Lots of things happened over the past two weeks –some exciting, some others a bit less. Let’s start with exciting stuffs! First, earlier this week, some E1 females hunted ‘itere’, a flying squirrel constituting the only known source of meat for bonobos at Wamba –something very rare to witness. Kiku, the alpha female of E1 group caught it and shared with Sachi -an adolescent female asking for a piece while offering her genital in exchange. Kalin, Kiku’s juvenile daughter got a piece too, as well as Fua and Namie, two other young females. Males got nothing this time. Then, another rare event happened in Wamba bonobos' life: both groups encountered! I could not witness it myself as something less exciting, called Malaria, knocked back at my door at the same time but Toda, Bafaluka, Isolumbo, Emike and Mboka did. E1 group fled at first and later, the trackers observed some agonistic interactions between both groups but Fua did not seem to mind and was the one initiating affiliative behaviors towards members of PE group such as grooming. Both groups nested in the vicinity and interacted again the next day. Fua remained in PE group while the rest of E1 returned to their part of the forest. Meanwhile, at camp, we started discussing conservation education activities with the school director of the locality and some teachers. We also got the visit of an anthropologist, Dr. Lys Alcayna, a postdoc at the Laboratoire d’Anthropologie Sociale and at the Institut Pasteur in Paris, who works on the perception of Conservation NGOs by local people as well as on the recent Ebola outbreak (2014) in the region (–it was nice meeting you Lys!). And then, we got another surprise visit from the Ministry of Environment which came to witness some deforestation issues happening within the Scientific Reserve of Luo… -an experience to say the least.
Some momentum as supplementary material:
- Not understanding Besao, the ‘sentinel’ (-I made progress in Lingala but not yet enough…), who is asking me to remove my clothes that are drying outside because the woman who usually does it is at a funeral and he can’t touch my "women clothes"… I only understood ‘morte’ (= dead in French) and was wondering who died and what he was trying to tell me…
- At the church, the priest is reciting the Bible in Lingala and a pig just outside the window is snorting between verses while everyone is keeping its seriousness...
Cheers from the forest!
Last night, we screened the film “BONOBOS” by Alain Tixier at Wamba to introduce some of the outreach activities we are planning with local schools. Many kids and some parents, grand-parents, and grand-grand-parents joined! Everyone remembered "Madame Claudine" [-Claudine André] and knew about Lola ya Bonobo [sanctuary] but much less knew about bonobo behavior and this made lots of people laugh (as well as the sound of the film inaudible… except when the “mamans” at Lola were singing). Some key moments when everyone got excited: a scene with infant bonobos stamping on millipedes and for which all the kids went: “HAAAAAAAAAAAAAAAAAAAAAAAAAAAAAAAA” for a long minute; and another scene shot at Wamba with bonobos of E1 group whom the trackers recognized immediately. That was fun and everyone seemed to have enjoyed. More soon…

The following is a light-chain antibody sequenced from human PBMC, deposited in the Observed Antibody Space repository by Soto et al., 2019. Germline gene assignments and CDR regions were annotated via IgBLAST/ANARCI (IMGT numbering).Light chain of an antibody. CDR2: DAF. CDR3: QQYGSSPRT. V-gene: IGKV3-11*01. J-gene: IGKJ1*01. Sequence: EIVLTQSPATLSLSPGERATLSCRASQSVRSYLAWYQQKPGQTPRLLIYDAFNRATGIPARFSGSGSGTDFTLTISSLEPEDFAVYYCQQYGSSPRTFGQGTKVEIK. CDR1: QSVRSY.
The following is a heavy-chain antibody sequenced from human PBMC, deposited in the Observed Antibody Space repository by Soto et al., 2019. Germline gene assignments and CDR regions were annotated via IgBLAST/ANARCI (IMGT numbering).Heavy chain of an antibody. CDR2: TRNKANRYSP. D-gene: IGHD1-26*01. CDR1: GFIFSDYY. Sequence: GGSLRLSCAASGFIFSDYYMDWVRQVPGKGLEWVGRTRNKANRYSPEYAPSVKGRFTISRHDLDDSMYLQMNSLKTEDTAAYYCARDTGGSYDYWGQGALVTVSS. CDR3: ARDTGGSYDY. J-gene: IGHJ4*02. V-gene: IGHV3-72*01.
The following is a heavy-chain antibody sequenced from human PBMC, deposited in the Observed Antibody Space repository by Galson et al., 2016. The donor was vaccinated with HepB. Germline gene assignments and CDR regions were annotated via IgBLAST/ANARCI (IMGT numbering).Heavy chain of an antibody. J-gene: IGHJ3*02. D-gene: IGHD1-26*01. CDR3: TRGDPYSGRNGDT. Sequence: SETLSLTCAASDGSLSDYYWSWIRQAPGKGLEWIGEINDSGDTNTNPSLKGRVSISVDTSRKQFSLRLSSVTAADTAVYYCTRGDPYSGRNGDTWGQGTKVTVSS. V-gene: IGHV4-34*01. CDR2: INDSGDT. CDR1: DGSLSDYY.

Before leaving, a friend offered me the illustrated book “Fieldwork FAIL” by Jim Jourdane. I read it twice already (thanks Julie!) and this motivated me to share a few of ours so far. We hope the list won’t be too long… but after 5 months, we are afraid it will! “Fieldwork Fail [is] when things don’t go as planned [for scientists]”
Note: Toda is at Wamba to study why and how bonobo females emigrate from their natal group and Cecile investigates the link between hand-to-mouth behaviors and parasite infection in bonobos.
C: Went to the church on my first Sunday to get to know the local community. Not been able to tell the priest that I am an atheist and thus been asked to serve at the church on Sundays.
T: Used the machete to cut a vine and make our way to the forest. The vine was connected above with a node of dead branches that felt on my head and blocked the way.
C: Came back from a long day in the forest. Saw a bottle of water on the table (a luxury – because we usually boil water from the river). Took a big sip of it. Not water but local alcohol (~80%).
T: Waited for a juvenile female bonobo to finish urinating and leave before collecting her urine. Approached the crime scene with precautions and started sampling. Her mother stopped by and peed on myself ruining my sample collection.
C: Chased the bonobos for several hours before finally being able to see them well and record some data. This was without counting on sweat flies… which love to get inside human eyes.
C: Was doing bonobo observation while two guys pushing a bike passed between my focal subject and I. They were carrying a dead body to the next village.
T: Went to the river to fish with one of our tracker. Throw the line and waited. Waited. Waited... I forgot to attach weight at the end of the lure.
C: Got waken up by water dropping on me in the middle of the night. Realized our leaf roof is not waterproof. Put some plastics on top of my mosquito net and went back to sleep. Water kept dropping between the plastics and created a little water pond on my sleeping bag.
“Comic” scenes of everyday life at Wamba:
- Taking a shower (bucket of water) with a pig
- Trying to do your business while dancing to avoid ants
- Entering data while a goat is snoring or farting at the door
- Sundays = visit days = people bringing presents = live chicken and ducks under the table
- Writing this up while the cat is devouring my midday snack